Researchers Discovered New Family of Enzymes

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Researchers discovered a new family of enzymes that can convert plant waste into high-value products, according to a study published on June 27, 2018.

This study was conducted by the researchers at the University of Portsmouth and this development was made by improving a plastic-digesting enzyme. The newly found family of enzymes were found to be active on the building blocks of lignin. Lignin behaves as a scaffolding in plants and provides strength and defense against pathogens.

A method to release a key bottleneck in the process of breaking down lignin to its basic chemicals was found by the researchers. Environmental benefits such as reduction in CO2 emissions and less dependence on oil usage are offered by products that are made from lignin. The enzyme is a new class of cytochrome P450, which is capable of working on a wide range of molecules.

Dr. Gregg Beckham at the U.S. Department of Energy’s National Renewable Energy Laboratory (NREL), said, “This new cytochrome P450 enzyme can degrade a lot of different lignin-based substrates. That’s good because it means it can then be engineered to be a specialist for a specific molecule and we can evolve it further to push it in a certain direction.”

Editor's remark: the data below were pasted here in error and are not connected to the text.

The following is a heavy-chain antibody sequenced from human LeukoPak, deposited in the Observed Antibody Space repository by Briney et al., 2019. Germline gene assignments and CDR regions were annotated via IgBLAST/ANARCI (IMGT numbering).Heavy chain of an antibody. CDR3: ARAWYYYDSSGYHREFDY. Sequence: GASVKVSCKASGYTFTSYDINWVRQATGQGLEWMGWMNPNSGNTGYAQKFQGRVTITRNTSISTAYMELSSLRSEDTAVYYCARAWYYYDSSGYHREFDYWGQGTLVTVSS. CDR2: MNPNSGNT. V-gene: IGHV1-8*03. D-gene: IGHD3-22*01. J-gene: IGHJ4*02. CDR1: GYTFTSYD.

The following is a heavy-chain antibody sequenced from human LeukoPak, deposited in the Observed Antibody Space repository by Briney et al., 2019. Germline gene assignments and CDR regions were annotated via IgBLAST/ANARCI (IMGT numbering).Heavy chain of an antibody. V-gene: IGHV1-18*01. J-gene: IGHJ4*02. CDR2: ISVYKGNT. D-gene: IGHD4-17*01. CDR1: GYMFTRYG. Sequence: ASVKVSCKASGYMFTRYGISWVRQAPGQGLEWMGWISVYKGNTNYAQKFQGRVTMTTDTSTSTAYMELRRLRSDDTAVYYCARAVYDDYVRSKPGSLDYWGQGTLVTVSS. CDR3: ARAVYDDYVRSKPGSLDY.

It can be considered as one of the most well-known, versatile, engineerable, and evolvable classes of enzymes, which will be an asset in the field of biotechnology. Moreover, researchers are further working together to identify and develop even faster enzymes that can turn lignin into high-value sustainable products.

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